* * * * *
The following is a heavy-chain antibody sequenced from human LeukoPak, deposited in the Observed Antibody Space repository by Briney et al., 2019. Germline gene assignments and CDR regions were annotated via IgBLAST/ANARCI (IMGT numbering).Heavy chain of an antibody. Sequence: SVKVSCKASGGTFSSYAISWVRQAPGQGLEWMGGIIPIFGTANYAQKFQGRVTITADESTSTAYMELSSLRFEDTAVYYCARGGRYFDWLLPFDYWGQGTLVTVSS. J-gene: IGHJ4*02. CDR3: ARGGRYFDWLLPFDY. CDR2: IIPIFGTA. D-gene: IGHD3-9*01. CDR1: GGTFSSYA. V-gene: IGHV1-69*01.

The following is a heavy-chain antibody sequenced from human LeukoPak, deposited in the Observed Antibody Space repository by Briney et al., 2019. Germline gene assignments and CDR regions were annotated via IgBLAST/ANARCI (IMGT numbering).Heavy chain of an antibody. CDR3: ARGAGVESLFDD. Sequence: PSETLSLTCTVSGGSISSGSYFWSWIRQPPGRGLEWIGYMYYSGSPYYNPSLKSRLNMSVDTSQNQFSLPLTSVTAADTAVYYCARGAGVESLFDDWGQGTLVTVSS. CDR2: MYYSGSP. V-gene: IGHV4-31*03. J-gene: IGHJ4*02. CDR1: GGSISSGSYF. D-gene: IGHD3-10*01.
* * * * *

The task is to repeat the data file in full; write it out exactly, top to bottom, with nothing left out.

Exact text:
The following is a heavy-chain antibody sequenced from human LeukoPak, deposited in the Observed Antibody Space repository by Briney et al., 2019. Germline gene assignments and CDR regions were annotated via IgBLAST/ANARCI (IMGT numbering).Heavy chain of an antibody. Sequence: SVKVSCKASGGTFSSYAISWVRQAPGQGLEWMGGIIPIFGTANYAQKFQGRVTITADESTSTAYMELSSLRFEDTAVYYCARGGRYFDWLLPFDYWGQGTLVTVSS. J-gene: IGHJ4*02. CDR3: ARGGRYFDWLLPFDY. CDR2: IIPIFGTA. D-gene: IGHD3-9*01. CDR1: GGTFSSYA. V-gene: IGHV1-69*01.

The following is a heavy-chain antibody sequenced from human LeukoPak, deposited in the Observed Antibody Space repository by Briney et al., 2019. Germline gene assignments and CDR regions were annotated via IgBLAST/ANARCI (IMGT numbering).Heavy chain of an antibody. CDR3: ARGAGVESLFDD. Sequence: PSETLSLTCTVSGGSISSGSYFWSWIRQPPGRGLEWIGYMYYSGSPYYNPSLKSRLNMSVDTSQNQFSLPLTSVTAADTAVYYCARGAGVESLFDDWGQGTLVTVSS. CDR2: MYYSGSP. V-gene: IGHV4-31*03. J-gene: IGHJ4*02. CDR1: GGSISSGSYF. D-gene: IGHD3-10*01.